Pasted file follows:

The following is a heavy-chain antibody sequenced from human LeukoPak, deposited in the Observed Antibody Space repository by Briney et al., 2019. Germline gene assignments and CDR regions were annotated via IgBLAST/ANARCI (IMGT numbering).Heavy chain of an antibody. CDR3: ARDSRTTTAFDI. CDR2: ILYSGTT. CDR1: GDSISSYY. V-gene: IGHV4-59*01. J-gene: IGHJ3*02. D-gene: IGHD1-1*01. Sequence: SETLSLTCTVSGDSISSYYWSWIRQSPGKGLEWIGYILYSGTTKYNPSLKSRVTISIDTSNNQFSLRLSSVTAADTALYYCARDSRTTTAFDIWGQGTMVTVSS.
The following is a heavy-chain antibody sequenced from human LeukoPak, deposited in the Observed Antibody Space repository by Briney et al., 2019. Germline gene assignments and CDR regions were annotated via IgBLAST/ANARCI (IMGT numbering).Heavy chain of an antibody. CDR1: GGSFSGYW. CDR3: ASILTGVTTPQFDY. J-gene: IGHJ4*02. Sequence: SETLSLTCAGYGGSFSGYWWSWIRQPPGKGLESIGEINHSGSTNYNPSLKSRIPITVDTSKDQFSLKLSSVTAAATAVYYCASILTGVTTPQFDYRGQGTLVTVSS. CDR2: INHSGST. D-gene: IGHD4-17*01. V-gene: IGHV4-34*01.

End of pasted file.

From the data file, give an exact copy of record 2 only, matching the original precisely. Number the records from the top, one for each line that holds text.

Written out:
The following is a heavy-chain antibody sequenced from human LeukoPak, deposited in the Observed Antibody Space repository by Briney et al., 2019. Germline gene assignments and CDR regions were annotated via IgBLAST/ANARCI (IMGT numbering).Heavy chain of an antibody. CDR1: GGSFSGYW. CDR3: ASILTGVTTPQFDY. J-gene: IGHJ4*02. Sequence: SETLSLTCAGYGGSFSGYWWSWIRQPPGKGLESIGEINHSGSTNYNPSLKSRIPITVDTSKDQFSLKLSSVTAAATAVYYCASILTGVTTPQFDYRGQGTLVTVSS. CDR2: INHSGST. D-gene: IGHD4-17*01. V-gene: IGHV4-34*01.